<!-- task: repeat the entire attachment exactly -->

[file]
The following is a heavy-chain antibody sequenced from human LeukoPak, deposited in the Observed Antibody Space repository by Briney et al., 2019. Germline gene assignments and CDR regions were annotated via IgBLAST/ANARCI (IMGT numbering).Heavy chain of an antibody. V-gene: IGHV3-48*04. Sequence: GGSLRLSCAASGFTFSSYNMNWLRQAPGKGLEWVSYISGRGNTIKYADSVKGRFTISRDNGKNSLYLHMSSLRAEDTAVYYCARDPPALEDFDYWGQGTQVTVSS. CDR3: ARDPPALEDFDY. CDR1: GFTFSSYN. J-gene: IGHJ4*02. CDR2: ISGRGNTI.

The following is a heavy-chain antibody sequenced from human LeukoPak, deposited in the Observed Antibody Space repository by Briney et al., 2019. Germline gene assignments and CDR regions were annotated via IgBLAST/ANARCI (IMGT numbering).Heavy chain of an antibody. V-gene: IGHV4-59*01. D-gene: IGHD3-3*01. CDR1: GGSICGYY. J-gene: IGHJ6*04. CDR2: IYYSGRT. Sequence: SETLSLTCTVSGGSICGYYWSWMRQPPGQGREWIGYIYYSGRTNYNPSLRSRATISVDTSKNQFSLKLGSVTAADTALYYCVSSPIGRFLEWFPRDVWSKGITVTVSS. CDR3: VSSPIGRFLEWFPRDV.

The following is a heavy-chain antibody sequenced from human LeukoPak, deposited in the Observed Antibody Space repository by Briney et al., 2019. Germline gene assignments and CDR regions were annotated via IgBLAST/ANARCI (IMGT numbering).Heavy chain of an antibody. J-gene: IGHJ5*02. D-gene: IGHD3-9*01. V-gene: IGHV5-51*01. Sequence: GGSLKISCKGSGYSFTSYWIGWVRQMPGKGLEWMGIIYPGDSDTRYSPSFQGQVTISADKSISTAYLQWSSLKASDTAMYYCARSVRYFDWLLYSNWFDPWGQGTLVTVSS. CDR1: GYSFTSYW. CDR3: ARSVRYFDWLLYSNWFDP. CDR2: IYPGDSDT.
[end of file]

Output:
The following is a heavy-chain antibody sequenced from human LeukoPak, deposited in the Observed Antibody Space repository by Briney et al., 2019. Germline gene assignments and CDR regions were annotated via IgBLAST/ANARCI (IMGT numbering).Heavy chain of an antibody. V-gene: IGHV3-48*04. Sequence: GGSLRLSCAASGFTFSSYNMNWLRQAPGKGLEWVSYISGRGNTIKYADSVKGRFTISRDNGKNSLYLHMSSLRAEDTAVYYCARDPPALEDFDYWGQGTQVTVSS. CDR3: ARDPPALEDFDY. CDR1: GFTFSSYN. J-gene: IGHJ4*02. CDR2: ISGRGNTI.

The following is a heavy-chain antibody sequenced from human LeukoPak, deposited in the Observed Antibody Space repository by Briney et al., 2019. Germline gene assignments and CDR regions were annotated via IgBLAST/ANARCI (IMGT numbering).Heavy chain of an antibody. V-gene: IGHV4-59*01. D-gene: IGHD3-3*01. CDR1: GGSICGYY. J-gene: IGHJ6*04. CDR2: IYYSGRT. Sequence: SETLSLTCTVSGGSICGYYWSWMRQPPGQGREWIGYIYYSGRTNYNPSLRSRATISVDTSKNQFSLKLGSVTAADTALYYCVSSPIGRFLEWFPRDVWSKGITVTVSS. CDR3: VSSPIGRFLEWFPRDV.

The following is a heavy-chain antibody sequenced from human LeukoPak, deposited in the Observed Antibody Space repository by Briney et al., 2019. Germline gene assignments and CDR regions were annotated via IgBLAST/ANARCI (IMGT numbering).Heavy chain of an antibody. J-gene: IGHJ5*02. D-gene: IGHD3-9*01. V-gene: IGHV5-51*01. Sequence: GGSLKISCKGSGYSFTSYWIGWVRQMPGKGLEWMGIIYPGDSDTRYSPSFQGQVTISADKSISTAYLQWSSLKASDTAMYYCARSVRYFDWLLYSNWFDPWGQGTLVTVSS. CDR1: GYSFTSYW. CDR3: ARSVRYFDWLLYSNWFDP. CDR2: IYPGDSDT.